An article for the Cathedral Times
by Dean Sam Candler
If there is any Greek word that Christians are most familiar with, it is probably the Greek word for “love,” which is agapé. Agapé, we say, is that love which is self-giving, divine, and which puts us in touch with something holy. It is agapé which is used in the beautiful description of love which St. Paul writes about in First Corinthians: “Love is patient; love is kind; …It does not insist on its own way; it is not irritable or resentful” (1 Corinthians 13:4-5).
But there are other strong words for love in the Bible, and in other ancient civilizations. In Hebrew, the word for divine love is hesed, which includes divine mercy and loving kindness. Hesed is the love that emanates from a true relationship with God. Hebrew also uses the word aheb for love, which is commonly between two persons; it might be referred to as “secular” love.
Sometimes it is handy to note the four different words for love that the ancient Greeks used. First, there was certainly agapé, divine love. But there was also eros, from which we get the word erotic, and which meant romantic or even carnal love. There was also philia, which describes the love between friends. Fourthly, the Greek word storgé referred to love within a family.
Most of us consider springtime as the season for love, don’t we? We think of the birds and the bees, and romantic love, and the season for weddings. But we are probably thinking only of eros love when we make spring its season. As wonderful as romantic love is, there are other loves, even loves that can be more satisfying and lasting.
Consider that beautiful song from the musical, Rent, written by Jonathan Larson, “Five hundred twenty five thousand six hundred minutes.” The lines include “Five hundred twenty five thousand moments so dear / How do you measure, Measure a year? / How about love? Seasons of love.”
The seasons of love are every season of the year, if we have eyes and ears to see and hear. And this next season of seven weeks, from around Thanksgiving to just after New Year’s Day, can include all the various types and words for love we can imagine. I realize that sometimes this long holiday season seems forced upon us. Perhaps we will be in homes and at parties and with people and wish we were not with them! Perhaps we will know loneliness in dreadful ways.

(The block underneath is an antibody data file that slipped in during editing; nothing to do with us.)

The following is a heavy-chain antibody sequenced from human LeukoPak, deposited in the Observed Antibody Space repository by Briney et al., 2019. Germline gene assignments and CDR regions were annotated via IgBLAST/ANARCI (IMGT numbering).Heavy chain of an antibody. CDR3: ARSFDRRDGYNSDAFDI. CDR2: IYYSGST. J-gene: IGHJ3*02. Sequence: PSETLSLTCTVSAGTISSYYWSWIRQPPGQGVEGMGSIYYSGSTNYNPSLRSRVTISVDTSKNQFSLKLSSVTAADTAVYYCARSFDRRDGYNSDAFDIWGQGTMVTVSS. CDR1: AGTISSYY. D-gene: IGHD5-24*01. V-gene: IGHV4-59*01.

But this seven week season can also be a way to explore and deepen our various loving relationships: the familial ones, the friendly ones, the romantic ones. It may be that we learn ultimately about divine love through all these other loves.
In the final analysis, I wonder where there is any real difference between these various loves. A family love teaches us about personal history and commitment. Love between friends teaches us about loyalty and recreation. Romantic love teaches us about tenderness and care. All of our loves teach us something about forgiveness and mercy. All of our loves, whatever they might be called, teach us about God, teach us about divine love, teach us about self-giving. They teach us about losing ourselves—even if just for a moment—on behalf of another person. All of our loves can be agapé. All true love is giving; love gives our self away on behalf of another. Miraculously, as we give ourselves away in love, we actually become stronger, not weaker; and we actually become more ourselves. In giving ourselves away, we find our true selves. And we find God.
Perhaps during these next seven weeks—during this Season of “Thanks-Christ-New Year’s”—we will meet all these various types of love. Maybe we will give ourselves away to them. Maybe God will enter those places where we have given away. Maybe we will know agapé.